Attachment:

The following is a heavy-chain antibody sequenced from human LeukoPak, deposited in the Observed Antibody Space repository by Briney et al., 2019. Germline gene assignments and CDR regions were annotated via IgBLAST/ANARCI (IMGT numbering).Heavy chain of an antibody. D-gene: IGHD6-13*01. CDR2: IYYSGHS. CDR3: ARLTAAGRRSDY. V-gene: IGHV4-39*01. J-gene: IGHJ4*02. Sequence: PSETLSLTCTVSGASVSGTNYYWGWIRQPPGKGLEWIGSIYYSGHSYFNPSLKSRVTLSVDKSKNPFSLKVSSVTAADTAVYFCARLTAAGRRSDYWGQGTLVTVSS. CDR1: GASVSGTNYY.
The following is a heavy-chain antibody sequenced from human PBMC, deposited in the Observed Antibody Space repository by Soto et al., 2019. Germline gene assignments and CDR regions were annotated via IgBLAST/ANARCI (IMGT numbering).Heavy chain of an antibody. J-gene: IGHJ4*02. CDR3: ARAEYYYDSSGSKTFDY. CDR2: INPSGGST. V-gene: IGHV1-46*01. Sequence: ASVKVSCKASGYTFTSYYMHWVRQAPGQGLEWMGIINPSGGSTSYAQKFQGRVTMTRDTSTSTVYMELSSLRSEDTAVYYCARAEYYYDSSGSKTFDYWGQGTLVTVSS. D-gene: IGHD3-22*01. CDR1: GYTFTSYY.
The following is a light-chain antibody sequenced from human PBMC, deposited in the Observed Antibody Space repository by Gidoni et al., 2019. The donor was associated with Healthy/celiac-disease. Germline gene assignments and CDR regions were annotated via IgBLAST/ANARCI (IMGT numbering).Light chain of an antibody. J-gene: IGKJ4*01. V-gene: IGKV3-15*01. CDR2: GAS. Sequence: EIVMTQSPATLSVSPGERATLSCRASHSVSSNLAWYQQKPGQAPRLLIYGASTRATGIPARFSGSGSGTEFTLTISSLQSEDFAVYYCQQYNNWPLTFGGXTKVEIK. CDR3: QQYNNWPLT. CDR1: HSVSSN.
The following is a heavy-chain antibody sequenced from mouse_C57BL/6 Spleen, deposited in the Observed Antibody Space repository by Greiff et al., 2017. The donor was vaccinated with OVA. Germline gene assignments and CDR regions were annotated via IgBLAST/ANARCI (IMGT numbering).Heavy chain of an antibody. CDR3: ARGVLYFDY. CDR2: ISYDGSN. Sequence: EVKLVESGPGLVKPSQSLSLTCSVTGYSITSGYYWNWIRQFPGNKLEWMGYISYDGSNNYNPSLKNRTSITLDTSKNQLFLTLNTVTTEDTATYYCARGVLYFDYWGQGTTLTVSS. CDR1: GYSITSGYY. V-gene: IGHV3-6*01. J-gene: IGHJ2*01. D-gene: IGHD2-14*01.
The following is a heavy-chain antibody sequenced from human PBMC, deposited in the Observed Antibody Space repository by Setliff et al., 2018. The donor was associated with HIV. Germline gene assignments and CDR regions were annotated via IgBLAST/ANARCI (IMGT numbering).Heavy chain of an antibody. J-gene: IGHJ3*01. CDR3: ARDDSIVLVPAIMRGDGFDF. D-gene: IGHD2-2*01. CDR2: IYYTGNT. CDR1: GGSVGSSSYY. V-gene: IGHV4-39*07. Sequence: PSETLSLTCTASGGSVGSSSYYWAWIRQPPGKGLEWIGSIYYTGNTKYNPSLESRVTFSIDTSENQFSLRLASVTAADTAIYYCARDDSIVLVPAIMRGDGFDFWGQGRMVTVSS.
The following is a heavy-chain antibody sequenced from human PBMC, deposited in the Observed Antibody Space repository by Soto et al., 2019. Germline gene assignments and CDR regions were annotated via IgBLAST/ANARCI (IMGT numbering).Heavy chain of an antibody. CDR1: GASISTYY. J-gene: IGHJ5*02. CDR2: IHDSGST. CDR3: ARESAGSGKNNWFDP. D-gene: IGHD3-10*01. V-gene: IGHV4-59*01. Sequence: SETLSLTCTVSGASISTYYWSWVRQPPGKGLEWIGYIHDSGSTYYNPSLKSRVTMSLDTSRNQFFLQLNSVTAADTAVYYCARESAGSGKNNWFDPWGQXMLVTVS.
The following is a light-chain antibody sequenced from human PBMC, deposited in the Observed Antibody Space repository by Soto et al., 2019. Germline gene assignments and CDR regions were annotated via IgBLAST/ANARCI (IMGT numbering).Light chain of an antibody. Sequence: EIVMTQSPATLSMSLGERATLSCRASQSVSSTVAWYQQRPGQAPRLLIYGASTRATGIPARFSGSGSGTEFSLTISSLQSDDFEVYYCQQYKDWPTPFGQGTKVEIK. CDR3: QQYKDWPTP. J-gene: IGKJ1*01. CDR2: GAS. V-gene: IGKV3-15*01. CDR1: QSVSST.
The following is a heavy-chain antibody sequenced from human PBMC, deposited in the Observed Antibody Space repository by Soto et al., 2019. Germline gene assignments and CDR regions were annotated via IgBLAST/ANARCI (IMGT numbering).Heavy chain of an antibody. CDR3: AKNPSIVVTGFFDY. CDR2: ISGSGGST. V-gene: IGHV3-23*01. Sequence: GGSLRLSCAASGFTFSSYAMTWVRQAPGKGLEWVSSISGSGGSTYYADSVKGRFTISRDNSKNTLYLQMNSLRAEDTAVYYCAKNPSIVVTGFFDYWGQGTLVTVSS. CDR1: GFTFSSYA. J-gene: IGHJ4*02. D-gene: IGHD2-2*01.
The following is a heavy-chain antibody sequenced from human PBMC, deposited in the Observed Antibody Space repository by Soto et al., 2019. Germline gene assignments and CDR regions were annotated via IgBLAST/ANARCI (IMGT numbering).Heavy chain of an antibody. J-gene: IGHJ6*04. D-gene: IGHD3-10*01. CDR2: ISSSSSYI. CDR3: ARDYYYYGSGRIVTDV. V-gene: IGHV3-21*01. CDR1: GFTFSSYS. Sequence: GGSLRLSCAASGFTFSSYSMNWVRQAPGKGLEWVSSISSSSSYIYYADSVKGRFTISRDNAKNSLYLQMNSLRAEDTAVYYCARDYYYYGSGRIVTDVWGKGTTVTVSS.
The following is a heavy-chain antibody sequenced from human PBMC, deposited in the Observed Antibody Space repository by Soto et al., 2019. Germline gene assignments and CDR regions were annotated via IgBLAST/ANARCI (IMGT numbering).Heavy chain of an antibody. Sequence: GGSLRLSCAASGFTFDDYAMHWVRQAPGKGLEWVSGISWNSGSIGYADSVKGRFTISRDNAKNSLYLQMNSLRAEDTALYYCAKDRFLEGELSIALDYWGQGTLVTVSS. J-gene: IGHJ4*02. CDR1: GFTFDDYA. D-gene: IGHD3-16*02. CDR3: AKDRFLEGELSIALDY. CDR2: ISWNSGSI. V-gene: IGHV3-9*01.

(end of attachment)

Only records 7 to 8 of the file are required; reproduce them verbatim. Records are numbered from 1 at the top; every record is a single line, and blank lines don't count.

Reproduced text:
The following is a light-chain antibody sequenced from human PBMC, deposited in the Observed Antibody Space repository by Soto et al., 2019. Germline gene assignments and CDR regions were annotated via IgBLAST/ANARCI (IMGT numbering).Light chain of an antibody. Sequence: EIVMTQSPATLSMSLGERATLSCRASQSVSSTVAWYQQRPGQAPRLLIYGASTRATGIPARFSGSGSGTEFSLTISSLQSDDFEVYYCQQYKDWPTPFGQGTKVEIK. CDR3: QQYKDWPTP. J-gene: IGKJ1*01. CDR2: GAS. V-gene: IGKV3-15*01. CDR1: QSVSST.
The following is a heavy-chain antibody sequenced from human PBMC, deposited in the Observed Antibody Space repository by Soto et al., 2019. Germline gene assignments and CDR regions were annotated via IgBLAST/ANARCI (IMGT numbering).Heavy chain of an antibody. CDR3: AKNPSIVVTGFFDY. CDR2: ISGSGGST. V-gene: IGHV3-23*01. Sequence: GGSLRLSCAASGFTFSSYAMTWVRQAPGKGLEWVSSISGSGGSTYYADSVKGRFTISRDNSKNTLYLQMNSLRAEDTAVYYCAKNPSIVVTGFFDYWGQGTLVTVSS. CDR1: GFTFSSYA. J-gene: IGHJ4*02. D-gene: IGHD2-2*01.